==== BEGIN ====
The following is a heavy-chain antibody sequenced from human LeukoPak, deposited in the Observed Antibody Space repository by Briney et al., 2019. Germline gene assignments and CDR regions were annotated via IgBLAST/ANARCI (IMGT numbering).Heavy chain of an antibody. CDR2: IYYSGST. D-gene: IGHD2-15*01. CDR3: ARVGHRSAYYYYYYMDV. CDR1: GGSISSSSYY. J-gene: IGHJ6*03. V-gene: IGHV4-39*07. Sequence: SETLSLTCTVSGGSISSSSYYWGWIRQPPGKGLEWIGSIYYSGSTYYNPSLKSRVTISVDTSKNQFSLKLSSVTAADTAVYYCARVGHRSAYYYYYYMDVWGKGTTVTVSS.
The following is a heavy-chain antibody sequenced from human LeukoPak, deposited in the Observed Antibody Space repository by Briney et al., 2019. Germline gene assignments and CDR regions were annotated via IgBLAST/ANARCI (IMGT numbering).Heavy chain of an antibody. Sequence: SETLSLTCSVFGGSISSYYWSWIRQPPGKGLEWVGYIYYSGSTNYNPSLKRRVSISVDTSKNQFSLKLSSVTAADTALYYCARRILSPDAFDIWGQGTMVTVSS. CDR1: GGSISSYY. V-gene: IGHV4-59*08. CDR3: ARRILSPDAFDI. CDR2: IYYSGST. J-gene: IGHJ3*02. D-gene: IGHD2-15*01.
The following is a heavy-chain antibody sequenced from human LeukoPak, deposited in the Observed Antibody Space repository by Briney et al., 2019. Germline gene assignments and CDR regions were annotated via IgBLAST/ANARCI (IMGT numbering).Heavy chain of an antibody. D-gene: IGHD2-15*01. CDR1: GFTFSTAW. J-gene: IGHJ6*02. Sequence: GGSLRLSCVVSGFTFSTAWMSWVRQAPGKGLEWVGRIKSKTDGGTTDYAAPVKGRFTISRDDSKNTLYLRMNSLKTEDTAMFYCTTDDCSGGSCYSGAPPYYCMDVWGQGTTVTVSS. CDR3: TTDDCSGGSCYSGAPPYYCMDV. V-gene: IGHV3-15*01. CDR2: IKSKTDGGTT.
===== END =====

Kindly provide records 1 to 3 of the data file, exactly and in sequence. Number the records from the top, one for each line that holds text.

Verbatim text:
The following is a heavy-chain antibody sequenced from human LeukoPak, deposited in the Observed Antibody Space repository by Briney et al., 2019. Germline gene assignments and CDR regions were annotated via IgBLAST/ANARCI (IMGT numbering).Heavy chain of an antibody. CDR2: IYYSGST. D-gene: IGHD2-15*01. CDR3: ARVGHRSAYYYYYYMDV. CDR1: GGSISSSSYY. J-gene: IGHJ6*03. V-gene: IGHV4-39*07. Sequence: SETLSLTCTVSGGSISSSSYYWGWIRQPPGKGLEWIGSIYYSGSTYYNPSLKSRVTISVDTSKNQFSLKLSSVTAADTAVYYCARVGHRSAYYYYYYMDVWGKGTTVTVSS.
The following is a heavy-chain antibody sequenced from human LeukoPak, deposited in the Observed Antibody Space repository by Briney et al., 2019. Germline gene assignments and CDR regions were annotated via IgBLAST/ANARCI (IMGT numbering).Heavy chain of an antibody. Sequence: SETLSLTCSVFGGSISSYYWSWIRQPPGKGLEWVGYIYYSGSTNYNPSLKRRVSISVDTSKNQFSLKLSSVTAADTALYYCARRILSPDAFDIWGQGTMVTVSS. CDR1: GGSISSYY. V-gene: IGHV4-59*08. CDR3: ARRILSPDAFDI. CDR2: IYYSGST. J-gene: IGHJ3*02. D-gene: IGHD2-15*01.
The following is a heavy-chain antibody sequenced from human LeukoPak, deposited in the Observed Antibody Space repository by Briney et al., 2019. Germline gene assignments and CDR regions were annotated via IgBLAST/ANARCI (IMGT numbering).Heavy chain of an antibody. D-gene: IGHD2-15*01. CDR1: GFTFSTAW. J-gene: IGHJ6*02. Sequence: GGSLRLSCVVSGFTFSTAWMSWVRQAPGKGLEWVGRIKSKTDGGTTDYAAPVKGRFTISRDDSKNTLYLRMNSLKTEDTAMFYCTTDDCSGGSCYSGAPPYYCMDVWGQGTTVTVSS. CDR3: TTDDCSGGSCYSGAPPYYCMDV. V-gene: IGHV3-15*01. CDR2: IKSKTDGGTT.